Saturday, August 04, 2007

Brain Exchange Pittsburgh

Brain drain is NOT the exodus of human capital from a region. While Richard Florida's book titled Flight of the Creative Class might indicate a preoccupation with why people leave (known in migration scholarship as "push" factors), Dr. Florida's blog is about where talent is headed ("pull" factors). Regardless, a number of smart people informing public policy are focused on reducing push in their region:

We create the matrix of opportunity for business here - the new infrastructure for growth - by investing in strengthening the programs and number of graduates of our institutions of higher education. Government's role and need for investments here is no longer debatable: now we must decide the best strategies to enroll and graduate more students, retain them in our state and reverse the brain drain.

Typically, the outflow of human capital is not the problem. The issue of concern is the in-migration of talent. Brain drain is the net loss of human capital, not the out-migration of college graduates. If the in-migration is a trickle, the necessary stemming of the out-migration tide to stop brain drain is impractical.

Fair enough, but what kind of policy would increase Pittsburgh's pull? One idea I'm mulling over is figuring out where most of Pittsburgh's talent is going. Our region should target the region where CMU and Pitt graduates are heading in large numbers. Instead of looking at local universities for employees, I recommend that Pittsburgh enterprise seek out Stanford or Berkeley brains.

What would it take to attract the talent in this labor pool? That's a policy worth pursuing.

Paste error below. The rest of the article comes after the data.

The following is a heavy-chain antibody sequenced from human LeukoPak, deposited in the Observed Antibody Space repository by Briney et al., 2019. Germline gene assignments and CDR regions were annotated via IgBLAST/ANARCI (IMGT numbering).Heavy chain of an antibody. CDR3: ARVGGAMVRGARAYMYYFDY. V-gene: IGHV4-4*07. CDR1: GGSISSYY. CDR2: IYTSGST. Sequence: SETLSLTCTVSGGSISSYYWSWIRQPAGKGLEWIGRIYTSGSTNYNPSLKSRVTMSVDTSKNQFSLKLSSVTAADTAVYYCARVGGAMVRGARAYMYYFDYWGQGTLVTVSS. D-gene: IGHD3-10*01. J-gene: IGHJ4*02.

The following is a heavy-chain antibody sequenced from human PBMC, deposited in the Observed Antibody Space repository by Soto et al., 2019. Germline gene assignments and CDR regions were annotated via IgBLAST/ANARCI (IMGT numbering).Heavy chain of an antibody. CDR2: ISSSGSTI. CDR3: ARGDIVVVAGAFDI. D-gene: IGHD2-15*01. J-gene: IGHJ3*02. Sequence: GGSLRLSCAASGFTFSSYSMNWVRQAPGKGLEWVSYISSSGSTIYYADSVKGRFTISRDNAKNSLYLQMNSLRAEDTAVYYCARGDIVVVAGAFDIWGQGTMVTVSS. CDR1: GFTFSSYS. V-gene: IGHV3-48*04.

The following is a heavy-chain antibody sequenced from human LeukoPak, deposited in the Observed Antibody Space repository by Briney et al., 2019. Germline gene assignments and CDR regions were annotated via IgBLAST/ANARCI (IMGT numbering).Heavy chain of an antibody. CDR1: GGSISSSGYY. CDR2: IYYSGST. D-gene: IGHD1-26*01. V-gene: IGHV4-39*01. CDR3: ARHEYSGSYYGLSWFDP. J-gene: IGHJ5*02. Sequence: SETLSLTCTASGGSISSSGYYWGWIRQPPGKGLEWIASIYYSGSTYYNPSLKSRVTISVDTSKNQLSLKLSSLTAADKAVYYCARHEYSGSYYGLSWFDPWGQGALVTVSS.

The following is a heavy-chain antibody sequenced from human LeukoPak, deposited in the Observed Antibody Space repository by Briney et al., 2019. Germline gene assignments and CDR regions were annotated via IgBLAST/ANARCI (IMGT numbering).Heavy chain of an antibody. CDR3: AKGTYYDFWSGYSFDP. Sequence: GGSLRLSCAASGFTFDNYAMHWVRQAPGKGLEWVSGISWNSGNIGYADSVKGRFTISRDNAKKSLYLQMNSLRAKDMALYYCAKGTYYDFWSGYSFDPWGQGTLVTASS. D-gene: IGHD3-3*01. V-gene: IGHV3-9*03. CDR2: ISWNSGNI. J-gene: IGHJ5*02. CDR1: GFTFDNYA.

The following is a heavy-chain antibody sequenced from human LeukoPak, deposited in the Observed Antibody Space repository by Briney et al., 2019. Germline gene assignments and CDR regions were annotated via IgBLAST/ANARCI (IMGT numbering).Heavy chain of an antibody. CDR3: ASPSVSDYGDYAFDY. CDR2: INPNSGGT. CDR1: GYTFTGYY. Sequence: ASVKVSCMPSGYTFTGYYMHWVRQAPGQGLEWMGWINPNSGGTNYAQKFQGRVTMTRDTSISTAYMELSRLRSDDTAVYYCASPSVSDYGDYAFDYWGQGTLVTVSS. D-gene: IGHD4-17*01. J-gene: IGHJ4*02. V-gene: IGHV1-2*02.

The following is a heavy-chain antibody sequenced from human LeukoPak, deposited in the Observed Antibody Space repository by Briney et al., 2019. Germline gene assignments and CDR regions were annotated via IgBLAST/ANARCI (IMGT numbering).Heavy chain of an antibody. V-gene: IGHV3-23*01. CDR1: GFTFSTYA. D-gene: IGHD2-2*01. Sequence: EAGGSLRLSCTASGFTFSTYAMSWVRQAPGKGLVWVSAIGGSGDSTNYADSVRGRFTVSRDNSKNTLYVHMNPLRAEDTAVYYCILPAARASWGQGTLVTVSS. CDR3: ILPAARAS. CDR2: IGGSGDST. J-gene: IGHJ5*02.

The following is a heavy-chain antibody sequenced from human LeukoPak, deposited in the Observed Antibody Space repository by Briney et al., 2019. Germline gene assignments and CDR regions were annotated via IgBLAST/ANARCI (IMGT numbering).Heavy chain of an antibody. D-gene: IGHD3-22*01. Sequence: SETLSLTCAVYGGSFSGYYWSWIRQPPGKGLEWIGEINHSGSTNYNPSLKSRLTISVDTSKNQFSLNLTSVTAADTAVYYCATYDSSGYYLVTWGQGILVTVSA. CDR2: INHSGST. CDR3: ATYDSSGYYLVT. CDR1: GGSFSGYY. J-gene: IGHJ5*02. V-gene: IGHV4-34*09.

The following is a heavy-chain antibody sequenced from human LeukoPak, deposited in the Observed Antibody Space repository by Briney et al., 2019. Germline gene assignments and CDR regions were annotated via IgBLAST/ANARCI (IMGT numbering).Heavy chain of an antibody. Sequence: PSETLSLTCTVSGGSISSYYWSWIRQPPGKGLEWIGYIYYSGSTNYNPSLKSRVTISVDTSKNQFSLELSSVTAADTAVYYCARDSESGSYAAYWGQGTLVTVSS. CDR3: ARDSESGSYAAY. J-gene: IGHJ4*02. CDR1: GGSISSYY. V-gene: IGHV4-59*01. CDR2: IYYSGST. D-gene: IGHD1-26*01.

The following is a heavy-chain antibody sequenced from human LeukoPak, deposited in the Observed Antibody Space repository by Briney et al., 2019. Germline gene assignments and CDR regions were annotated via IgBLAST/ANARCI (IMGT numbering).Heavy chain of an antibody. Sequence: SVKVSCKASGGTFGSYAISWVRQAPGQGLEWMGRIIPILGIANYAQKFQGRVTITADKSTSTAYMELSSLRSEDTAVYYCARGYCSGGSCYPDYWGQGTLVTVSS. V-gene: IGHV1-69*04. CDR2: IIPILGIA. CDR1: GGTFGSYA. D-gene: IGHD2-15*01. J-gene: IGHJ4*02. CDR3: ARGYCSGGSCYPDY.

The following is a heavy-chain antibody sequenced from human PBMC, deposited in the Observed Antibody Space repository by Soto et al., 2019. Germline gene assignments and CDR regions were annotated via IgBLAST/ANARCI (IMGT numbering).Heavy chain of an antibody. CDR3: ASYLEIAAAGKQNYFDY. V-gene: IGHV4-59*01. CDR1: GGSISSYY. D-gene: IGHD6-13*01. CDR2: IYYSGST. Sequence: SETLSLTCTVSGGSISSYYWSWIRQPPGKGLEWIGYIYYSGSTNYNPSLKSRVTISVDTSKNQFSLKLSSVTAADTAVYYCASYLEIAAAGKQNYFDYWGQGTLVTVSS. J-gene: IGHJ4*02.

Justin Kownacki said...

One thing that would help in the "pull" of new faces to the region would be an increase in diversity. The more I think about it, that really feels like the barrier between Pittsburgh and other like-sized or like-positioned cities: if a city is multicultural, it's far more attractive to the forward-thinking than a city where people are still generally segregated (not via policy, but via sociology and culture).

Schultz said...

I agree with you Justin, but the big problem is that instead of our leaders here in Pittsburgh addressing the issue, they are trying to fool everyone into thinking we are truly a diverse city. Check out Pittsblog for more on this.

txlaw said...

Individuals, such as myself, who were raised in the Pittsburgh area but not connected to the Pittsburgh Establishment (I prefer to call it the "Inbred Mafia") had little chance at success. The "Establishment" is only concerned with maintaining their power and little else. For those who stay in the Pittsburgh region, their highest hopes are in retail sales, car salesperson, or if they are extraordinarily lucky, Hoagie shop owner. Those of us who attained our college education and fled the region have found a welcoming respect for our talents in our new homes (Texas for me), and little concern for who we know or who can "pull strings" to get us a "good job." (A "good job" is an oft used phrase in Pittsburgh, seldomly heard in more progressive regions of the U.S.) Until the "Inbred Mafia" is destroyed, Pittsburgh has little chance of progressing and is most assuradly destined for further brain drain.